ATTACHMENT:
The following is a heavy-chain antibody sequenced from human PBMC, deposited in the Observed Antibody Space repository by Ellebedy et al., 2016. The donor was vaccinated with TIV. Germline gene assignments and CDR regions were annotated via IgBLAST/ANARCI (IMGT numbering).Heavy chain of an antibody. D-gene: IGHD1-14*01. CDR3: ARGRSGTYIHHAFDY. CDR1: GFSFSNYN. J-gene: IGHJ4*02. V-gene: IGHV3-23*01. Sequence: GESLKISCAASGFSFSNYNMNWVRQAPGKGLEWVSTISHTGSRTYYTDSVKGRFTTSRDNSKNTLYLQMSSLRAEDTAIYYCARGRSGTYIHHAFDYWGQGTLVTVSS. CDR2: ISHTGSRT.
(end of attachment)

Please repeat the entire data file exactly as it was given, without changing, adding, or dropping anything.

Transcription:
The following is a heavy-chain antibody sequenced from human PBMC, deposited in the Observed Antibody Space repository by Ellebedy et al., 2016. The donor was vaccinated with TIV. Germline gene assignments and CDR regions were annotated via IgBLAST/ANARCI (IMGT numbering).Heavy chain of an antibody. D-gene: IGHD1-14*01. CDR3: ARGRSGTYIHHAFDY. CDR1: GFSFSNYN. J-gene: IGHJ4*02. V-gene: IGHV3-23*01. Sequence: GESLKISCAASGFSFSNYNMNWVRQAPGKGLEWVSTISHTGSRTYYTDSVKGRFTTSRDNSKNTLYLQMSSLRAEDTAIYYCARGRSGTYIHHAFDYWGQGTLVTVSS. CDR2: ISHTGSRT.